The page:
I’ve always harboured a sneaking liking for the films of William Malone. His remake of HOUSE ON HAUNTED HILL (1999) was far better than many reviews gave it credit for, even if the ending did rather end up drowning in excessive special effects. His 1985 feature TITAN FIND was an ALIEN ripoff that showed imagination on a low budget, and an ability to keep Klaus Kinski under control, and FEARDOTCOM (2002) was an interesting if perhaps overly ambitious horror film that tried to squeeze a bit too much into its running time to allow coherency.
PARASOMNIA is the tale of Danny (Dylan Purcell) who, while visiting his friend Billy in a psychiatric rehabilitation unit happens across the room of Laura, a young woman with parasomnia, which means she spends most of her life asleep, waking only momentarily before once again becoming unconscious. In one of those situations that only occur in horror movie hospitals, just down the corridor from her is convicted psychopathic killer, bookshop proprietor and evil mesmerist Byron Volpe (Patrick Kilpatrick) suspended from the ceiling and kept in isolation for however many hundreds of murders it’s claimed he’s done. Danny learns that a group of scientists want to experiment with Laura so he kidnaps her from the clinic. This angers Volpe who wants her for himself. Volpe escapes, killing what seems like everyone in the hospital, grabs Laura, and sets the scene for a very unusual showdown indeed.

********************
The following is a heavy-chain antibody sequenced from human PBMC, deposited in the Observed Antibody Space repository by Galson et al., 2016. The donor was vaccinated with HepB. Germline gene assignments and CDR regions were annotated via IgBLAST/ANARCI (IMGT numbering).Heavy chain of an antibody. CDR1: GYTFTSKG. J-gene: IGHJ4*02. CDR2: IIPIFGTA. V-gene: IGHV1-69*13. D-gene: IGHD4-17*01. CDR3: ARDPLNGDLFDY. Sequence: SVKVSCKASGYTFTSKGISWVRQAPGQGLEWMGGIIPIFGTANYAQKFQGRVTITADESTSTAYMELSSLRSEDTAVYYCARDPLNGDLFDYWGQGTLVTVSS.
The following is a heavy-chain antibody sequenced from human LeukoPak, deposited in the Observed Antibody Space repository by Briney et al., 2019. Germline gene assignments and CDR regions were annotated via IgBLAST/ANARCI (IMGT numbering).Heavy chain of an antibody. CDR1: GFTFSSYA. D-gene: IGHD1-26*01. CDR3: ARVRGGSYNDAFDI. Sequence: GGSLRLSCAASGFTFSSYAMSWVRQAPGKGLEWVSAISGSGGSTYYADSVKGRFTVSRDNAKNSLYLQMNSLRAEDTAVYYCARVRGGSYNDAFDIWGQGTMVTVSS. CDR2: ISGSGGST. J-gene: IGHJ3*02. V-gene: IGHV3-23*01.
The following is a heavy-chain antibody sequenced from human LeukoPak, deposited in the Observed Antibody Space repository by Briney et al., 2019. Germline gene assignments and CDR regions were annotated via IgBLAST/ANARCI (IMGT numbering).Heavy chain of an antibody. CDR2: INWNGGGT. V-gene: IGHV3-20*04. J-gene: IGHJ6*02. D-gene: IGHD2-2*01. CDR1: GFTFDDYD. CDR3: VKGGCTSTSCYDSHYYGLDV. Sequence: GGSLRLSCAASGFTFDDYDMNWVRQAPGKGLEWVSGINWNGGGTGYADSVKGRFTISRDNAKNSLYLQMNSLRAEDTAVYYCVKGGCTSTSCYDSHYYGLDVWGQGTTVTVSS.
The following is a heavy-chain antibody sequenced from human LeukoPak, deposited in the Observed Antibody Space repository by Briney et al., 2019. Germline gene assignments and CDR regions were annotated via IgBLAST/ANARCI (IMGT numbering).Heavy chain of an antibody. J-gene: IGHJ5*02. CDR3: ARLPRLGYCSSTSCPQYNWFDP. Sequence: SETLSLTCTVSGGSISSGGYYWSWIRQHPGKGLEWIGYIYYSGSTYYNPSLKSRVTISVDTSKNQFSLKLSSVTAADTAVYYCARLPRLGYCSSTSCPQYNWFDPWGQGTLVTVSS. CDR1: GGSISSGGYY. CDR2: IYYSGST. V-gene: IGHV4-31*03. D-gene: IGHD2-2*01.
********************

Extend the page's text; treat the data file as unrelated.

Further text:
Like Malone’s other pictures, PARASOMNIA is far from perfect, but there’s plenty here to enjoy, be intrigued by, and to raise your eyebrows at as well. In fact it’s a long time (and perhaps never) since I’ve seen a mainstream film that manages to include nods to so many outre sexual practices. During the course of PARASOMNIA’s opening hour, Laura is the subject of bondage, pet play, and she dresses up in a cheerleader costume for Danny, not to mention the fact that her almost constantly soporific state necessitates her having to be washed and fed by him as well. Quite a few pretty girls end up on their knees as a result of Volpe’s mesmerism, and a couple end up blindfolded as well. After this, a climax involving a steampunk version of Holst’s Jupiter suite played by clockwork instruments and a couple of gorgeous girls in Victorian dress in the villain’s lair, while Jeffrey Combs’ police detective plays Russian roulette in a corner, and a helpless Danny looks on as Laura reclines in a coffin covered in peacock feathers is as unexpected as it is delightful.
PARASOMNIA is deliciously kinky, wonderfully quirky, and fully deserving of the attention of any horror fan who fancies something off the straight and narrow. It deserves to be better known, and I hope William Malone gets the chance to make some more eclectic, eccentric and elegant pictures like this one.